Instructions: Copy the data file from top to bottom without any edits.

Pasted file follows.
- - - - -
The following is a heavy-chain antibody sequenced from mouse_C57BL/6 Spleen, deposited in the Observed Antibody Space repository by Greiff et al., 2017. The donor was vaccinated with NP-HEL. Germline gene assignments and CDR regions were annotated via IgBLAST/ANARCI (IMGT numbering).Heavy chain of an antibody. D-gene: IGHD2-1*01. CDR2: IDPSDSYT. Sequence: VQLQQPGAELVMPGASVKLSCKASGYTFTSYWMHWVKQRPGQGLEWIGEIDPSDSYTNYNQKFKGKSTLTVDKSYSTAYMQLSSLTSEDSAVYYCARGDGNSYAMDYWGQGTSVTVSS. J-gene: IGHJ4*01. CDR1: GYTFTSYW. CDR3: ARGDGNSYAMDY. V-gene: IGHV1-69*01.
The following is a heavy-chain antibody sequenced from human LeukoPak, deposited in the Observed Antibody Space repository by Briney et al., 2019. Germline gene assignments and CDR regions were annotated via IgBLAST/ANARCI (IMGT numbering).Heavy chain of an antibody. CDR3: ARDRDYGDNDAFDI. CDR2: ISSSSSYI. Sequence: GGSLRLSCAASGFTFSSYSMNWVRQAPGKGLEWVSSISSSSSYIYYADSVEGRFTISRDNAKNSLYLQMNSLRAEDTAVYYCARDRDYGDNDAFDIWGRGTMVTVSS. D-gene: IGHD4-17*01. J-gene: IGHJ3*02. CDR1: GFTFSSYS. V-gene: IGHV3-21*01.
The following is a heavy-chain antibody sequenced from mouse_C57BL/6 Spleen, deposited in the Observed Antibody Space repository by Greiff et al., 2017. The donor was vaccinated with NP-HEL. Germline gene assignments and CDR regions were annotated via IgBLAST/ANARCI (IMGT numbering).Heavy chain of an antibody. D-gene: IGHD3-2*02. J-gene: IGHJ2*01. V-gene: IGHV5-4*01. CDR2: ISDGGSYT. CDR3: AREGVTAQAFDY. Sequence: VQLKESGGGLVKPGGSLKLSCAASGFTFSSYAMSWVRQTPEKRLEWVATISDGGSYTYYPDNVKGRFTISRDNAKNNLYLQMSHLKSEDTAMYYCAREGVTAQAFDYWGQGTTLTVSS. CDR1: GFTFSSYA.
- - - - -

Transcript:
The following is a heavy-chain antibody sequenced from mouse_C57BL/6 Spleen, deposited in the Observed Antibody Space repository by Greiff et al., 2017. The donor was vaccinated with NP-HEL. Germline gene assignments and CDR regions were annotated via IgBLAST/ANARCI (IMGT numbering).Heavy chain of an antibody. D-gene: IGHD2-1*01. CDR2: IDPSDSYT. Sequence: VQLQQPGAELVMPGASVKLSCKASGYTFTSYWMHWVKQRPGQGLEWIGEIDPSDSYTNYNQKFKGKSTLTVDKSYSTAYMQLSSLTSEDSAVYYCARGDGNSYAMDYWGQGTSVTVSS. J-gene: IGHJ4*01. CDR1: GYTFTSYW. CDR3: ARGDGNSYAMDY. V-gene: IGHV1-69*01.
The following is a heavy-chain antibody sequenced from human LeukoPak, deposited in the Observed Antibody Space repository by Briney et al., 2019. Germline gene assignments and CDR regions were annotated via IgBLAST/ANARCI (IMGT numbering).Heavy chain of an antibody. CDR3: ARDRDYGDNDAFDI. CDR2: ISSSSSYI. Sequence: GGSLRLSCAASGFTFSSYSMNWVRQAPGKGLEWVSSISSSSSYIYYADSVEGRFTISRDNAKNSLYLQMNSLRAEDTAVYYCARDRDYGDNDAFDIWGRGTMVTVSS. D-gene: IGHD4-17*01. J-gene: IGHJ3*02. CDR1: GFTFSSYS. V-gene: IGHV3-21*01.
The following is a heavy-chain antibody sequenced from mouse_C57BL/6 Spleen, deposited in the Observed Antibody Space repository by Greiff et al., 2017. The donor was vaccinated with NP-HEL. Germline gene assignments and CDR regions were annotated via IgBLAST/ANARCI (IMGT numbering).Heavy chain of an antibody. D-gene: IGHD3-2*02. J-gene: IGHJ2*01. V-gene: IGHV5-4*01. CDR2: ISDGGSYT. CDR3: AREGVTAQAFDY. Sequence: VQLKESGGGLVKPGGSLKLSCAASGFTFSSYAMSWVRQTPEKRLEWVATISDGGSYTYYPDNVKGRFTISRDNAKNNLYLQMSHLKSEDTAMYYCAREGVTAQAFDYWGQGTTLTVSS. CDR1: GFTFSSYA.